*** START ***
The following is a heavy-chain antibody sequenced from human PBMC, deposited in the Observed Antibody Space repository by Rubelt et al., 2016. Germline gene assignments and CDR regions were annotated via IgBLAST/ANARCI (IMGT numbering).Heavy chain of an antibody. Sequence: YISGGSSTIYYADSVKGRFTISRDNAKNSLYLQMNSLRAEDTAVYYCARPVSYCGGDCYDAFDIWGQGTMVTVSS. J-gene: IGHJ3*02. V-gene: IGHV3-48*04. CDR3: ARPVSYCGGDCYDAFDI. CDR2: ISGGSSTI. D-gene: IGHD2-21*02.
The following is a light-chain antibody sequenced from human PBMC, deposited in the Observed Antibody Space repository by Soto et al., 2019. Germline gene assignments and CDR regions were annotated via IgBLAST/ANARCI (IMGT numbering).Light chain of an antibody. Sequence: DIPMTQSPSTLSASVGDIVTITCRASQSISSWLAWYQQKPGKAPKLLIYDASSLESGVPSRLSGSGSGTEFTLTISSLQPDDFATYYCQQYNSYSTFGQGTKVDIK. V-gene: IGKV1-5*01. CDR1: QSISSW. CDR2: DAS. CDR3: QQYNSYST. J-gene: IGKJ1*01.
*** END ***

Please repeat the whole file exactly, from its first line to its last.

The following is a heavy-chain antibody sequenced from human PBMC, deposited in the Observed Antibody Space repository by Rubelt et al., 2016. Germline gene assignments and CDR regions were annotated via IgBLAST/ANARCI (IMGT numbering).Heavy chain of an antibody. Sequence: YISGGSSTIYYADSVKGRFTISRDNAKNSLYLQMNSLRAEDTAVYYCARPVSYCGGDCYDAFDIWGQGTMVTVSS. J-gene: IGHJ3*02. V-gene: IGHV3-48*04. CDR3: ARPVSYCGGDCYDAFDI. CDR2: ISGGSSTI. D-gene: IGHD2-21*02.
The following is a light-chain antibody sequenced from human PBMC, deposited in the Observed Antibody Space repository by Soto et al., 2019. Germline gene assignments and CDR regions were annotated via IgBLAST/ANARCI (IMGT numbering).Light chain of an antibody. Sequence: DIPMTQSPSTLSASVGDIVTITCRASQSISSWLAWYQQKPGKAPKLLIYDASSLESGVPSRLSGSGSGTEFTLTISSLQPDDFATYYCQQYNSYSTFGQGTKVDIK. V-gene: IGKV1-5*01. CDR1: QSISSW. CDR2: DAS. CDR3: QQYNSYST. J-gene: IGKJ1*01.